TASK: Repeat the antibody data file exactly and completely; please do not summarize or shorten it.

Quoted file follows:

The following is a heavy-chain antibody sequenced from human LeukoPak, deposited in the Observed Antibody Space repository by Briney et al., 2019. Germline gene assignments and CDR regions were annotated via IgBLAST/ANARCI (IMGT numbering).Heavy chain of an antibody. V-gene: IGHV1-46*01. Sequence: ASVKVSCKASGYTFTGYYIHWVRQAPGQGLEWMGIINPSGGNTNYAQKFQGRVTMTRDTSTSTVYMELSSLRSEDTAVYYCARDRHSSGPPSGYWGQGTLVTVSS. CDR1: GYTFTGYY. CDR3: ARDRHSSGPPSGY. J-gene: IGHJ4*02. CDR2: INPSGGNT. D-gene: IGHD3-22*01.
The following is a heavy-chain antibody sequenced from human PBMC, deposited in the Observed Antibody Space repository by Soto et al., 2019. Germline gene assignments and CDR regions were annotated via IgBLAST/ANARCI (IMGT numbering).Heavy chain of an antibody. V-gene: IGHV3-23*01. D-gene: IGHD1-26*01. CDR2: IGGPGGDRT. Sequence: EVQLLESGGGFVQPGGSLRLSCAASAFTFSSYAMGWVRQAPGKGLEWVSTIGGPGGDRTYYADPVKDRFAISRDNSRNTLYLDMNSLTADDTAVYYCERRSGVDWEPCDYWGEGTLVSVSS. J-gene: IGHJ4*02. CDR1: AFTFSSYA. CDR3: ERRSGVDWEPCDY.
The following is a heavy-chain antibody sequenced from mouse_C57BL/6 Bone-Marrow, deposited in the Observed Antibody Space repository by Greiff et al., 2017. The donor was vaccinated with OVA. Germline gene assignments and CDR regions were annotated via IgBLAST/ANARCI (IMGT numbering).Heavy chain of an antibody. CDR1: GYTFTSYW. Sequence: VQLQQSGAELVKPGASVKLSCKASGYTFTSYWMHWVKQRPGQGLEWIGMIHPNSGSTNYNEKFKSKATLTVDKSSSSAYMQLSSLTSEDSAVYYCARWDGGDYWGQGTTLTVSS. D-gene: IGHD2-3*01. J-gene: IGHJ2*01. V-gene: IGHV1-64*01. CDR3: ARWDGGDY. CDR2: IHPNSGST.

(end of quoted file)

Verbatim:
The following is a heavy-chain antibody sequenced from human LeukoPak, deposited in the Observed Antibody Space repository by Briney et al., 2019. Germline gene assignments and CDR regions were annotated via IgBLAST/ANARCI (IMGT numbering).Heavy chain of an antibody. V-gene: IGHV1-46*01. Sequence: ASVKVSCKASGYTFTGYYIHWVRQAPGQGLEWMGIINPSGGNTNYAQKFQGRVTMTRDTSTSTVYMELSSLRSEDTAVYYCARDRHSSGPPSGYWGQGTLVTVSS. CDR1: GYTFTGYY. CDR3: ARDRHSSGPPSGY. J-gene: IGHJ4*02. CDR2: INPSGGNT. D-gene: IGHD3-22*01.
The following is a heavy-chain antibody sequenced from human PBMC, deposited in the Observed Antibody Space repository by Soto et al., 2019. Germline gene assignments and CDR regions were annotated via IgBLAST/ANARCI (IMGT numbering).Heavy chain of an antibody. V-gene: IGHV3-23*01. D-gene: IGHD1-26*01. CDR2: IGGPGGDRT. Sequence: EVQLLESGGGFVQPGGSLRLSCAASAFTFSSYAMGWVRQAPGKGLEWVSTIGGPGGDRTYYADPVKDRFAISRDNSRNTLYLDMNSLTADDTAVYYCERRSGVDWEPCDYWGEGTLVSVSS. J-gene: IGHJ4*02. CDR1: AFTFSSYA. CDR3: ERRSGVDWEPCDY.
The following is a heavy-chain antibody sequenced from mouse_C57BL/6 Bone-Marrow, deposited in the Observed Antibody Space repository by Greiff et al., 2017. The donor was vaccinated with OVA. Germline gene assignments and CDR regions were annotated via IgBLAST/ANARCI (IMGT numbering).Heavy chain of an antibody. CDR1: GYTFTSYW. Sequence: VQLQQSGAELVKPGASVKLSCKASGYTFTSYWMHWVKQRPGQGLEWIGMIHPNSGSTNYNEKFKSKATLTVDKSSSSAYMQLSSLTSEDSAVYYCARWDGGDYWGQGTTLTVSS. D-gene: IGHD2-3*01. J-gene: IGHJ2*01. V-gene: IGHV1-64*01. CDR3: ARWDGGDY. CDR2: IHPNSGST.